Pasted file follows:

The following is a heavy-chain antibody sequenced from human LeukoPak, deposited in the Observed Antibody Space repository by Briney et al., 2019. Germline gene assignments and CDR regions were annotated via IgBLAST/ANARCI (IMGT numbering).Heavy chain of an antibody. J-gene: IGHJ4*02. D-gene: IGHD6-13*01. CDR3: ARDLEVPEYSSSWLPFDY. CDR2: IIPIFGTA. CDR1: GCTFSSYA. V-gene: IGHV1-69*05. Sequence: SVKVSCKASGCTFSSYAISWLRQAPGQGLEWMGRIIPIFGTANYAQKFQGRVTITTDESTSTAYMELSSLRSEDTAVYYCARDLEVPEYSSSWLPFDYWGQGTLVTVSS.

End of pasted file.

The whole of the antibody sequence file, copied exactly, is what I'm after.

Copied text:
The following is a heavy-chain antibody sequenced from human LeukoPak, deposited in the Observed Antibody Space repository by Briney et al., 2019. Germline gene assignments and CDR regions were annotated via IgBLAST/ANARCI (IMGT numbering).Heavy chain of an antibody. J-gene: IGHJ4*02. D-gene: IGHD6-13*01. CDR3: ARDLEVPEYSSSWLPFDY. CDR2: IIPIFGTA. CDR1: GCTFSSYA. V-gene: IGHV1-69*05. Sequence: SVKVSCKASGCTFSSYAISWLRQAPGQGLEWMGRIIPIFGTANYAQKFQGRVTITTDESTSTAYMELSSLRSEDTAVYYCARDLEVPEYSSSWLPFDYWGQGTLVTVSS.